Nsfw memes

Nsfw memes DEFAULT

Let’s face it: sometimes it’s impossible not to laugh at NSFW memes. We know it’s silly and we know we should be over this by now, but there’s just something incredibly funny about finding an image making fun of something that’s taboo. 

Sometimes the best memes aren’t meant for business hours – so maybe look at these during your lunch break, as it would suck having to explain these memes to your boss. All of these come from Reddit; shout out to all the redditors who made this possible.

Medieval femdom

Medieval memes tend to be extremely funny. The manuscript illuminators who painted all those snails, cats, and people with the weirdest expressions are really genius. Obviously when you add a bit of NSFW humor, it’s hard not to lol. Just look at these women’s faces!

Wrong name

The ultimate fu. Just thinking about saying the wrong name during sexy times is bound to give anyone major anxiety. This meme makes us feel a bit better, though: at least the devil himself has gone through it.

Bad timing

Nothing can kill the mood faster than thinking of the wrong things when you want to get some “me time”. It sucks when an intrusive thought comes to mind right when the deed is about to happen – being in the right state of mind is key. The worst part of this is we’re the ones messing things up for ourselves. Come on brain, not right now!

Pansexuals

Sometimes food can be sex-level good and pancakes make us salivate. Still, we’re not sure that’s what this meme means. NGL: being attracted to pancakes is a mood. Perhaps this meme isn’t that NSFW. Just don’t Google “ahegao” at work.

Awkward sex scenes

Teenage years are really some of the worst of our lives, aren’t they? It was hard being too young for some stuff – but still mature enough to know some things about life. Sex isn’t a secret for teenagers, and yet they’re not supposed to know too much yet. Maybe movies should also have a NSFW warning so we can prepare to react in case our parents are watching the same movie with us.

Need a map?

Oral sex can be intimidating. Everyone’s different and it’s important to learn what your partner likes in bed. That said, it shouldn’t be so hard to get to the right area. Of course, foreplay can be amazing, and paying attention to other parts is generally a good idea! Just remember most people appreciate actually getting to the point, too. This NSFW meme is actually a good way to keep that in mind!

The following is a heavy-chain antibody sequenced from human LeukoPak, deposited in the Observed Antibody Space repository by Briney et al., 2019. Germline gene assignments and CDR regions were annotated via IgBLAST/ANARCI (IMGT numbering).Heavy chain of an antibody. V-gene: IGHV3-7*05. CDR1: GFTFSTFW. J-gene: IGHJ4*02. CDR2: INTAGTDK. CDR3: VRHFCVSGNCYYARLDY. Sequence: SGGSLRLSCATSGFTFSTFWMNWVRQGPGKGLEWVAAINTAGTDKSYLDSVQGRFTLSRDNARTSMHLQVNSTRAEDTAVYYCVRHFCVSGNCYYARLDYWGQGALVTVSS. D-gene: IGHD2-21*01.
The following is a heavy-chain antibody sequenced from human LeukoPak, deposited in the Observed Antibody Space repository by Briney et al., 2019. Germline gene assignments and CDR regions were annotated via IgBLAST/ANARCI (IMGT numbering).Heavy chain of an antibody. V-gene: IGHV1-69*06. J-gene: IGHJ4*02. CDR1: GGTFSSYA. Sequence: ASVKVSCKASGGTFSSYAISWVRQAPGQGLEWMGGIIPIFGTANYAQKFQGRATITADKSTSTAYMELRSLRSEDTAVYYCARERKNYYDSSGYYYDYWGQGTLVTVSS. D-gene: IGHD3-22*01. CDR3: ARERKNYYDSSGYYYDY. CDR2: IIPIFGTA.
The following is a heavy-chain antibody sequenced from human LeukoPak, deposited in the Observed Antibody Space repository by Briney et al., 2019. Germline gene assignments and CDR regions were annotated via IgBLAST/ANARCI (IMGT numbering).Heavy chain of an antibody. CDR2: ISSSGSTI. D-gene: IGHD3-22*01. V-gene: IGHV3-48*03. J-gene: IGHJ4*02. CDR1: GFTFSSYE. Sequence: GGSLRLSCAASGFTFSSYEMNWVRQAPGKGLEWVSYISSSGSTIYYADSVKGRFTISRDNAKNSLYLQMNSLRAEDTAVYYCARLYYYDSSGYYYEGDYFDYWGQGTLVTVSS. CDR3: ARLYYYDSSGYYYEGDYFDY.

Handle with care

Don’t think this is just a one-way street problem! If only people would communicate instead of getting suddenly creative, maybe we wouldn’t have as many mishaps. Just be gentle unless explicitly being told otherwise. This NSFW meme really gets the point across.

Sims go brrr

The Sims is the single most unintentionally funny game ever. Some Sims react in such unpredictable ways that it’s actually become a source for endless memes. This NSFW meme is one of those accidentally funny Sims incidents. Next time they should put the showers in the same room as the sink. These Sims need to be in places and they don’t have time to open doors.

Surprise

We couldn’t finish this list without including this gem, truly one of the classics of NSFW memes. There are no words to describe this – you just have to see it for yourself.

Sours: https://filmdaily.co/news/nsfw-memes/

It’s totally alright to be a freak. Just don’t do it in the workplace. Unless you’re actively encouraged to do so, like working as a phone sex operator or something. For the rest of your working stiffs, the best way to battle quarantine horniness is via some quality NSFW memes. Or, you know, porn. But if you want humor and horniness, memes tend to be the way to go here. 

Without further ado, here are some of the best NSFW memes that we could find online. There’s something for everyone from the furries to the regular horny people out there. 

These memes are definitely not safe for work, but they are safe to make you laugh until you choke. So, you know, if you’re into that sort of thing, then have at it. Ain’t no judgement here. 

1. Well that’s unfortunate

Isn’t this the plot of Netflix’s Beastars?

2. That’s a good eggplant

If you’ve been staring at the eggplant or particularly girthy cucumbers for a long time in the store, then chances are you need a vibrator.

3. You’ve probably haven’t mastered the female orgasm

If your girlfriend leaves after sex, then chances are that her sex toys are doing a better job making her cum than you are.

4. Meme-ception

Is it weirder when you see the meme in the wild on regular media or in porn? Our guess is porn.

5. Wow, a whole minute

If you follow it up with that Anakin line though, then chances are you won’t get the chance to try for 90 seconds next time.